Even when the Arab world was in deep winter, I was an early supporter of its spring. Inspired by a Jewish friend who fifteen years ago launched an organization called, “free the 400 million,” I gave lectures at the Oxford Union and wrote columns around the world calling for the end of dictatorships in Libya, Egypt, Syria, Saudi Arabia, and other Arab despotisms. “Where is the Arab George Washington?,” one of the columns asked. How could hundreds of millions of people live without a freedom movement to liberate them? Why would they voluntarily submit to a thugocracy?
When the Arab spring eventually broke I was one of its most vocal champions. I even criticized the Israeli government for not coming out more forcefully for democratic reforms in Egypt and for implying that Hosni Mubarak was somehow a friend and ally when in reality he was a tyrant who ruled Egypt with an iron fist for three decades.
Throughout all this advocacy I was well aware that democracy was not a panacea for guaranteeing a country’s morality, that Hitler was democratically elected, as was Hamas. But I stood squarely by the speech given by a young Benjamin Netanyahu that I had organized in Oxford twenty years ago where he said that the secret to Middle East peace was Arab democratization.
And how do I feel now, when Muhammad Morsi in Egypt turned out to be a President who used his victory at the polls to curb democratic freedoms and press liberties? Or when democracy in Libya led to the murder of our Ambassador, or when the opposition in Syria certainly encompasses many radical Islamists who, if they defeat mass murderer Bashar al Assad, might institute sha’ariya law?
Here is my answer. I believe in democracy with all my heart and believe that it can and will, eventually, prevail over a nation’s failures. But democracy can only work if it is accompanied by a constitution with a Bill of Rights guaranteeing minority civil liberties. Democracy alone, without rights enshrined in a constitution, can be a dangerous tool in the hands of fanatics who would use populism to dismantle individual freedoms.
Hitler used his electoral victories to have himself voted Fuhrer, dictator for life. Hamas likewise used its electoral victory to dismantle democracy and Morsi was well on his way to doing the same. The people and its leaders can never be counted on to preserve and protect individual rights. That’s something that has to be ingrained within a nation’s constitution, as it is in ours. There must be a powerful judiciary that can overrule legislation and declare it unconstitutional, even if it is passed by a democracy. It is ultimately a constitution guaranteeing universal freedoms that can right an errant course set by a majority that seeks to trample on individual liberties.
Even here in the United States we witnessed the passing of the Alien and Sedition Act, under John Adams, that made it a crime to criticize the executive. We likewise witnessed the mass internment of Japanese during the Second World War, not to mention the much more egregious sins of Jim Crow and segregation that foully denied individual liberties. These wrongs were only put right – and in the case of segregation it took nearly a century after the end of slavery – because of a constitution that guaranteed individual liberties and a judiciary that had the power to force the executive to implement those rights. True, the same constitution enshrined slavery, which is why even constitutions need to be modified, as was ours with the thirteenth, fourteenth, and fifteenth amendments, which abolished slavery, guaranteed due process and equal protections, and voting rights regardless of race or color. But imagine what our democracy would be like without our Bill of Rights. In many ways its too frightening to contemplate.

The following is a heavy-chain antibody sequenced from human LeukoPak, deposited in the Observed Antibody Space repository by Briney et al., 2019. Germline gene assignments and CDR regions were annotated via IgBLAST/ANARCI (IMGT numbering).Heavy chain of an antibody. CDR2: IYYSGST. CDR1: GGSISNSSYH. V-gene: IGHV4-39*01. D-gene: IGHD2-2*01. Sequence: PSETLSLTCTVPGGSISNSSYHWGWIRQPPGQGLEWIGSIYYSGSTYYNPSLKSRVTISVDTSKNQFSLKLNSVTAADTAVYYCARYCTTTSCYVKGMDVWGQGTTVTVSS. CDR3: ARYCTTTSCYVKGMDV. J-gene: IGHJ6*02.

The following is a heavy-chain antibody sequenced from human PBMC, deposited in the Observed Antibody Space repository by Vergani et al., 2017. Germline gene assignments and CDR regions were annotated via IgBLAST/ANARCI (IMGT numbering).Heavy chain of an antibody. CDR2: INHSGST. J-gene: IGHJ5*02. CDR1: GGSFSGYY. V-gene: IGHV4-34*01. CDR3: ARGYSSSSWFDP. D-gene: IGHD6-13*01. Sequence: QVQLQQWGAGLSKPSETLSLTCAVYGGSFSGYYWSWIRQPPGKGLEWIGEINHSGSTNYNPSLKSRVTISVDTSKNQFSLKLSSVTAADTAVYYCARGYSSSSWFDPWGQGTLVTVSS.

I’m beginning to wonder whether or not the United States should not be promulgating a universal Bill of Rights that we demand be accepted by nations that seek our help, as in Syria, that must first be adopted by the leadership of revolutionary movements prior to our agreeing to provide military or economic aid. Otherwise, much as I absolutely insist that Syria must be punished for gassing its own people – and it must and immediately – does it really make sense to support one tyranny to replace another?
I realize that in many ways this is impractical. Rebel leaders might adopt an American-imposed guarantee of democracy and a bill of rights, that they can later rescind. Also, they may not be the same leaders once the revolution is complete. But it makes a lot more sense that simply getting no guarantees as to future behavior. Likewise, the United States appears far too timid when it comes to imposing its will on countries that it has liberated with significant blood and treasure, as was the case when it did not insist that Iraq sign a peace treaty with Israel just as soon as its new government was established. While it is unethical to insist that countries liberated by the United States abide by a Pax Americana, as if were ancient Rome, there is nothing immoral about insisting that nations that we liberate live by a universal code of morality that demands, among others, rights for minorities, women, gays, freedom of the press, and freedom of worship. Oh, and a demand that a country like Iraq not indulge in Israel-bating and toxic anti-Semitism.
The alternative is for the United States to continue to send its young men and women to die in places like Afghanistan only to see corrupt dictators like Hamid Karzai – who viciously attacks our troops as murderers on a regular basis – be the beneficiaries of so much American sacrifice.
But one thing is for sure. I continue to believe that constitutional democracy is the only real hope for the earth’s inhabitants and that, difficult as it is to see, all humanity, deep in their hearts (and hopefully not too deep), yearn to be free.